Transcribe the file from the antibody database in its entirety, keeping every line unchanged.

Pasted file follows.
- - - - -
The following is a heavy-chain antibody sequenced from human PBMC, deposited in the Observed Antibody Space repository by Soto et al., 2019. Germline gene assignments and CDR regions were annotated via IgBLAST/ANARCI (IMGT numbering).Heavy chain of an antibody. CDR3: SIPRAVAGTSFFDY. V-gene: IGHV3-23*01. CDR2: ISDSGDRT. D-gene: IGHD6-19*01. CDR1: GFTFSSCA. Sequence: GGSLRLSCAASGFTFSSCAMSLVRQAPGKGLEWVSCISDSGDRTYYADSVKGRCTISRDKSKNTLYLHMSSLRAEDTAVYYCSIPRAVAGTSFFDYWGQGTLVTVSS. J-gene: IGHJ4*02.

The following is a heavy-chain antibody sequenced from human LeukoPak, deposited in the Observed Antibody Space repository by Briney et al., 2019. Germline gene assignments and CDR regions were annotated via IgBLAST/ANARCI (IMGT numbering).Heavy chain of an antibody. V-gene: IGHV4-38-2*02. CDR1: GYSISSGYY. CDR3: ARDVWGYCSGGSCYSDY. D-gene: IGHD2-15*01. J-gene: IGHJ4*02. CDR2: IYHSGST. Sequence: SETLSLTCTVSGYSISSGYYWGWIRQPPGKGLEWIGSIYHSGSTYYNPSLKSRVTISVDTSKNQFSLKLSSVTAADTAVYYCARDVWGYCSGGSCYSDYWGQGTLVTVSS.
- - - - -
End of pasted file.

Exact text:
The following is a heavy-chain antibody sequenced from human PBMC, deposited in the Observed Antibody Space repository by Soto et al., 2019. Germline gene assignments and CDR regions were annotated via IgBLAST/ANARCI (IMGT numbering).Heavy chain of an antibody. CDR3: SIPRAVAGTSFFDY. V-gene: IGHV3-23*01. CDR2: ISDSGDRT. D-gene: IGHD6-19*01. CDR1: GFTFSSCA. Sequence: GGSLRLSCAASGFTFSSCAMSLVRQAPGKGLEWVSCISDSGDRTYYADSVKGRCTISRDKSKNTLYLHMSSLRAEDTAVYYCSIPRAVAGTSFFDYWGQGTLVTVSS. J-gene: IGHJ4*02.

The following is a heavy-chain antibody sequenced from human LeukoPak, deposited in the Observed Antibody Space repository by Briney et al., 2019. Germline gene assignments and CDR regions were annotated via IgBLAST/ANARCI (IMGT numbering).Heavy chain of an antibody. V-gene: IGHV4-38-2*02. CDR1: GYSISSGYY. CDR3: ARDVWGYCSGGSCYSDY. D-gene: IGHD2-15*01. J-gene: IGHJ4*02. CDR2: IYHSGST. Sequence: SETLSLTCTVSGYSISSGYYWGWIRQPPGKGLEWIGSIYHSGSTYYNPSLKSRVTISVDTSKNQFSLKLSSVTAADTAVYYCARDVWGYCSGGSCYSDYWGQGTLVTVSS.